“The more the issues of finance, cost discipline and meeting shareholder value rise in importance, the more we will see the CFO become regarded as the most important individual in the corporate hierarchy.”
Andrew Kakabadse, Professor of International Management Development, Cranfield School of Management
No one expects the top finance job to be easy. When problems get to the CFO’s desk, they are inherently difficult ones — otherwise they would have been addressed earlier.
Nevertheless, as organizations look ahead to an uncertain future, the responsibilities of the role will only increase.
Finance forte provides insight on the future of the CFO role and what current CFOs, aspiring CFOs and boards need to do to keep up.
The study is based on a survey of over 530 Group CFOs and their reports across Europe, the Middle East, India and Africa, as well as a series of in-depth interviews with leading CFOs and future finance leaders from across these regions.
At a time when the importance of the CFO role has never been greater, the focus on cultivating the pipeline of future finance leaders needs to catch up with the role’s evolution.
The future of the top job
Few jobs today can rival the CFO’s role in terms of breadth, influence and profile. Indeed, the CFO is now arguably the most influential role in the organization, particularly at a time when economic uncertainty continues to cause unpredictable demand, capital availability and cash flows.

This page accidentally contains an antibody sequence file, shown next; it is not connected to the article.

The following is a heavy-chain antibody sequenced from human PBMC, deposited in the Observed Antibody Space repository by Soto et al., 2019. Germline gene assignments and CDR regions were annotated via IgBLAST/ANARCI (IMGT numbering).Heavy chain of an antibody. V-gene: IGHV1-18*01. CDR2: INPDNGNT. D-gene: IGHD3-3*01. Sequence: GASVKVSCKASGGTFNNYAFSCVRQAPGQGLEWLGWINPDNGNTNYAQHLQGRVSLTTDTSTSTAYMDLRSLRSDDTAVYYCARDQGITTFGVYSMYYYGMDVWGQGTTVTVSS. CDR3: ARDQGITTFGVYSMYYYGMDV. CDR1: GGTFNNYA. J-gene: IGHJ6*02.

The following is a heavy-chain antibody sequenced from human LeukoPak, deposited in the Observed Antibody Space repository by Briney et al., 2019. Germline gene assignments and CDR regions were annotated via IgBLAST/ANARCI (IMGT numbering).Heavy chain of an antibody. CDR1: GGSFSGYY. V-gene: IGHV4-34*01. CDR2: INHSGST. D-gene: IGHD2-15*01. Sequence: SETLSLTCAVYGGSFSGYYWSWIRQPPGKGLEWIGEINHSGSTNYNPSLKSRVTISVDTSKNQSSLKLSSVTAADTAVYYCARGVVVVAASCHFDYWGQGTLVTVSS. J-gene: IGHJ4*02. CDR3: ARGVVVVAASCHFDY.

In light of this role stretch, two-thirds of survey respondents agree that the title "CFO" is inadequate. And while only one-third of respondent organizations currently have a deputy CFO, the majority believe that the increasing complexity of the role will mean that more organizations will appoint one.
Seventy-two percent of respondents agree the breadth and profile of the CFO role makes it a more attractive career aspiration. Yet there are also concerns that the pool of individuals with the appropriate skills and experience to succeed in the position is not sufficient.
Seventy-three percent of respondents agree that very few people in their current finance organization have the broad skills required to succeed as Group CFO.
Those leading CFOs we spoke to do not believe that there is a lack of talented finance professionals. Instead, a number point out that structural changes within the finance function may limit the opportunities for talented candidates to develop the right experience for the top job.
In view of this, they argue that formal identification and development of talent is critical to ensure that there is a strong pipeline of candidates with the right credentials for the role.
Percentage of respondents who either strongly agree or agree with these statements